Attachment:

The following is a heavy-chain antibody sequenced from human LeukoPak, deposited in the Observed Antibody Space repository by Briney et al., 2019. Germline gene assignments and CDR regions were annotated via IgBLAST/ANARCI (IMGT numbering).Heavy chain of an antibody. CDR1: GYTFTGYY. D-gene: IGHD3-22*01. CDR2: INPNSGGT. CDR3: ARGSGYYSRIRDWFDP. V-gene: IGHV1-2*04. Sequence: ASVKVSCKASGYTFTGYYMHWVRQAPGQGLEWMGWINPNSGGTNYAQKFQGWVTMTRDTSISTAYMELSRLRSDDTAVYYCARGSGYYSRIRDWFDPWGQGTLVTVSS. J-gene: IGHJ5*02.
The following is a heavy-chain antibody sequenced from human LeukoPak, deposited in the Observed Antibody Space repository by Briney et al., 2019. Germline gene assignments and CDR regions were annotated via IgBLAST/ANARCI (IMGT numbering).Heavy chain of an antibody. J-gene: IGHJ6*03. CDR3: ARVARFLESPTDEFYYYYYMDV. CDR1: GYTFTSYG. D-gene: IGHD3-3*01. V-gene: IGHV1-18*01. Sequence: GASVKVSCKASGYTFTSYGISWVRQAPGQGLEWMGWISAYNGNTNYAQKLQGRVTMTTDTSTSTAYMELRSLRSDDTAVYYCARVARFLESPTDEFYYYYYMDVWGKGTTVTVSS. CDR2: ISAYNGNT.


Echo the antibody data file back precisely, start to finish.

The following is a heavy-chain antibody sequenced from human LeukoPak, deposited in the Observed Antibody Space repository by Briney et al., 2019. Germline gene assignments and CDR regions were annotated via IgBLAST/ANARCI (IMGT numbering).Heavy chain of an antibody. CDR1: GYTFTGYY. D-gene: IGHD3-22*01. CDR2: INPNSGGT. CDR3: ARGSGYYSRIRDWFDP. V-gene: IGHV1-2*04. Sequence: ASVKVSCKASGYTFTGYYMHWVRQAPGQGLEWMGWINPNSGGTNYAQKFQGWVTMTRDTSISTAYMELSRLRSDDTAVYYCARGSGYYSRIRDWFDPWGQGTLVTVSS. J-gene: IGHJ5*02.
The following is a heavy-chain antibody sequenced from human LeukoPak, deposited in the Observed Antibody Space repository by Briney et al., 2019. Germline gene assignments and CDR regions were annotated via IgBLAST/ANARCI (IMGT numbering).Heavy chain of an antibody. J-gene: IGHJ6*03. CDR3: ARVARFLESPTDEFYYYYYMDV. CDR1: GYTFTSYG. D-gene: IGHD3-3*01. V-gene: IGHV1-18*01. Sequence: GASVKVSCKASGYTFTSYGISWVRQAPGQGLEWMGWISAYNGNTNYAQKLQGRVTMTTDTSTSTAYMELRSLRSDDTAVYYCARVARFLESPTDEFYYYYYMDVWGKGTTVTVSS. CDR2: ISAYNGNT.